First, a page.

The Problem With Banning the Burqa

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The Huffington Post,

By Craig, Considine

When I was recently invited to speak at a debate at Ireland’s University College of Cork on banning the burqa, I was a bit hesitant to accept the call to participate. I, for one, am not a woman, nor am I Muslim. Speaking on an issue that focuses specifically on Muslim women seemed to me like an odd and challenging task. Upon reading the invitation a second time, I contemplated my own reservations about the burqa. I have very strong feelings against any government that demands that their women be made to wear full-cover veils. This is absolutely repressive and should be challenged. But I also believe that targeting and penalizing women does not solve any problem. Though I may not support the burqa, I will definitely defend the right of Muslim women to wear one if they so wish.

burqa

Banning the burqa is an assault on the most basic human right of women having control over their own bodies and minds. I believe that the burqa is not the problem but a symptom of a larger problem of women feeling oppressed by men and pressured to conform to the objectification of women’s bodies in Western societies.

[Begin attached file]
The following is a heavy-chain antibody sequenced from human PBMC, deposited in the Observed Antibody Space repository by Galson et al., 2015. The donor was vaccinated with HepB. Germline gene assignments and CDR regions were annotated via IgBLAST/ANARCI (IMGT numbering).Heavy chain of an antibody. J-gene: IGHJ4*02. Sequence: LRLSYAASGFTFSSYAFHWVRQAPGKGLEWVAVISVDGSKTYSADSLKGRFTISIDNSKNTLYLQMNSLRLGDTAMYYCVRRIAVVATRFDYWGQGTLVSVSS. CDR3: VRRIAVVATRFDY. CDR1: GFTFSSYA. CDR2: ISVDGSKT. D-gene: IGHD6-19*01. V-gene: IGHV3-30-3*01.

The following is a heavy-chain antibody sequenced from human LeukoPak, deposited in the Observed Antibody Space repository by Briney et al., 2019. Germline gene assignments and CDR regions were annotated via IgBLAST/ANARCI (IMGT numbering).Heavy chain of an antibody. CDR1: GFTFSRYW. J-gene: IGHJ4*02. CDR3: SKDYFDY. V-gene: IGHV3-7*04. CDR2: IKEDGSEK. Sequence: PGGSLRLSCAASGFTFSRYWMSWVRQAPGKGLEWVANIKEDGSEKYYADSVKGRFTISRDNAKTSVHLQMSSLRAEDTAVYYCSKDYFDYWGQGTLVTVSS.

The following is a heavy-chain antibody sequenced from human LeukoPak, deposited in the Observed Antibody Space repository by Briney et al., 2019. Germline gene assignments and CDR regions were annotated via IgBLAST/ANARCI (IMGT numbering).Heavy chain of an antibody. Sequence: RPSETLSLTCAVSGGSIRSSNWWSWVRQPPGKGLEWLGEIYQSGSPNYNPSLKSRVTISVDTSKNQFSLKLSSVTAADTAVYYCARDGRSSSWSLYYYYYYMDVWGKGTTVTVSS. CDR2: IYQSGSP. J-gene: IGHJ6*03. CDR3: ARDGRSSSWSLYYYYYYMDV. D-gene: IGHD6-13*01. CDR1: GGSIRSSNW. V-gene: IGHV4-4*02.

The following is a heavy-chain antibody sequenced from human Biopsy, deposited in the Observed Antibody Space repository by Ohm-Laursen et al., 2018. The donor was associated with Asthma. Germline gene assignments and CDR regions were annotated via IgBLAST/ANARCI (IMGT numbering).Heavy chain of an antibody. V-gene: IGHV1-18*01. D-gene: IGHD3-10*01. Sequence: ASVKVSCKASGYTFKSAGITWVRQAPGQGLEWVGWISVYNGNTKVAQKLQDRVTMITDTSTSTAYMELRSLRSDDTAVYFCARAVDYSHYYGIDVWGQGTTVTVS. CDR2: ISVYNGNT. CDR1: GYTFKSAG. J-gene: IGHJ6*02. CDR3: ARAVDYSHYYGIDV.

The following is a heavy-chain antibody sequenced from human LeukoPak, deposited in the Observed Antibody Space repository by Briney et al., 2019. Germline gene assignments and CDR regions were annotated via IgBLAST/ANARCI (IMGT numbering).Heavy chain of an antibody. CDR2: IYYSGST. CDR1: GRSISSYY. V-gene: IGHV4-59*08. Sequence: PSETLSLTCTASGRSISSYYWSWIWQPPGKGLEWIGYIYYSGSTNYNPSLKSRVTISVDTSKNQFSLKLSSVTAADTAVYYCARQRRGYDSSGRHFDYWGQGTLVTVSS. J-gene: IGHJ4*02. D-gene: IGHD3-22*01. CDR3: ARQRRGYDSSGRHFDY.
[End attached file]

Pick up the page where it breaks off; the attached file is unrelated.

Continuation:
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3 replies

  1. “I can be on guard against my enemies, but God deliver me from my friends!”—

    A quotation of a woman (Charlotte Brontë) originally used in another context but befits the present situation confronted by woman who don’t need any dictates about what should she wear.
    The so called defenders (secular or religious extremists) should spare their time pondering upon other issues that are posing threats for a peaceful society.
    A very well balanced view point of the writer- And the end note question should definitely be answered before justifying any of the absurd reactions. towards the woman

  2. I want to share my thoughts about the article to ask why the western world thinks burqa is an oppression ? Why western world thinks that it’s men choice to put burqa on his wife and daughter? I here just want to say I observe burqa because it’s my own choice, my own understanding that why veiling of myself is important, of course this all comes from my faith , my religious values. I have studied throughout my life in co education by the permission of my father but I observe veiling and I felt never oppressed. It was because if someone understand the real benefit of anything he or she will never feel oppressed and nobody would see anyone for objectification. It’s just a matter of understanding!

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